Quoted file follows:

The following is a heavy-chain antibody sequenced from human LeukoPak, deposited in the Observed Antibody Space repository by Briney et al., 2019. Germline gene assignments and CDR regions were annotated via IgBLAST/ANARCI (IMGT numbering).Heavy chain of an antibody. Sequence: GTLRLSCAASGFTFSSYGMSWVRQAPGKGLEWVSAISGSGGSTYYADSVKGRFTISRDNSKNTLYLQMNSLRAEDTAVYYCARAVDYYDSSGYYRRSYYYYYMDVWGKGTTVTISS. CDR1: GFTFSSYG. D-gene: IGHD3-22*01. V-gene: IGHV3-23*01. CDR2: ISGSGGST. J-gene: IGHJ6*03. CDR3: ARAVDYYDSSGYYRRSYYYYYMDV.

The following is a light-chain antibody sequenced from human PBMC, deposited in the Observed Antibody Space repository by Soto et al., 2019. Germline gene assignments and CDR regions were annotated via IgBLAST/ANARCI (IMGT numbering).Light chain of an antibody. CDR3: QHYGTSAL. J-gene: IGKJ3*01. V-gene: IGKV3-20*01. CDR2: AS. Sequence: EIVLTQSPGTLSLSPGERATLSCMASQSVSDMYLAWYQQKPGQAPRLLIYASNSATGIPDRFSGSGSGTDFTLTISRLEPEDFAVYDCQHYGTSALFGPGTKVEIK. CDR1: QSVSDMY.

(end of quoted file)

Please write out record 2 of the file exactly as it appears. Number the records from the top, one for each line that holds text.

The following is a light-chain antibody sequenced from human PBMC, deposited in the Observed Antibody Space repository by Soto et al., 2019. Germline gene assignments and CDR regions were annotated via IgBLAST/ANARCI (IMGT numbering).Light chain of an antibody. CDR3: QHYGTSAL. J-gene: IGKJ3*01. V-gene: IGKV3-20*01. CDR2: AS. Sequence: EIVLTQSPGTLSLSPGERATLSCMASQSVSDMYLAWYQQKPGQAPRLLIYASNSATGIPDRFSGSGSGTDFTLTISRLEPEDFAVYDCQHYGTSALFGPGTKVEIK. CDR1: QSVSDMY.